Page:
44 And as for thy bondmen, and thy bondmaids, whom thou shalt have; of the nations that are round about you, of them shall ye buy bondmen and bondmaids.

45 Moreover of the children of the strangers that sojourn among you, of them shall ye buy, and of their families that are with you, which they have begotten in your land: and they shall be your possession.

46 And ye shall make them an inheritance for your children after you, to hold for a possession; of them shall ye take your bondmen for ever: but over your brethren the children of Israel ye shall not rule, one over another, with rigor.
(Leviticus 25:44-46)
 

jonks

Lifer
Feb 7, 2005
13,918
18
81
And lest we forget:

(Leviticus 25:44-46)
"But if ... evidences of virginity are not found for the young woman, then they shall bring out the young woman to the door of her father's house, and the men of her city shall stone her to death with stones..." (Deuteronomy 22:20,21)

There's a whole BOOK of these quotes! It starts out like a fairy tale with 2 people in this garden but then it just gets all gross. He bangs her, then she bangs her kids, then one kid kills the other, incest, murder, smiting. It's a pretty deviant novel. Can't recall the name tho.
 

irishScott

Lifer
Oct 10, 2006
21,568
2
0
Religion. There are secular and religious views of marriage, with religious being predominant; and TMK from a religious perspective gay "marriage" in the traditional sense simply isn't possible due to the religious defintion of marriage. To ask for Gay marriage is, to many people, to challenge the basic tenants of their faith.

I'm Deist and quite honestly I couldn't care less about the religious aspects. IMO Gays should be able to do whatever they want to, but at the same time I'm not going to ask people to sacrifice their faith for it.

Personally I think there should be an establishment of a homosexual denomination to solve the religious issue. God knows there are denominations for everything else under the sun (in almost every religion).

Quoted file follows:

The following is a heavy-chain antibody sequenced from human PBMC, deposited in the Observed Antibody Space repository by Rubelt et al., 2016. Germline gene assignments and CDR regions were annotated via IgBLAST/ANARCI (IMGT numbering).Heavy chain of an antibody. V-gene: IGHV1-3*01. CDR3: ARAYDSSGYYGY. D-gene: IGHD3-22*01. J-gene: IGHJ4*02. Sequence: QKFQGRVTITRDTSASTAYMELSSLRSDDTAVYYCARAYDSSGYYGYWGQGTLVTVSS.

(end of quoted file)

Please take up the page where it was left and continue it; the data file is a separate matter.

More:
That said, forbidding legal marriage or "civil unions" is just flat out stupid. We have separation of Church and State for a reason.
 

K1052

Lifer
Aug 21, 2003
36,797
10,977
136
Religion. There are secular and religious views of marriage, with religious being predominant; and TMK from a religious perspective gay "marriage" in the traditional sense simply isn't possible due to the religious defintion of marriage. To ask for Gay marriage is, to many people, to challenge the basic tenants of their faith.

I'm Deist and quite honestly I couldn't care less about the religious aspects. IMO Gays should be able to do whatever they want to, but at the same time I'm not going to ask people to sacrifice their faith for it.

Personally I think there should be an establishment of a homosexual denomination to solve the religious issue. God knows there are denominations for everything else under the sun (in almost every religion).


That said, forbidding legal marriage or "civil unions" is just flat out stupid. We have separation of Church and State for a reason.
Some religions already perform gay marriages.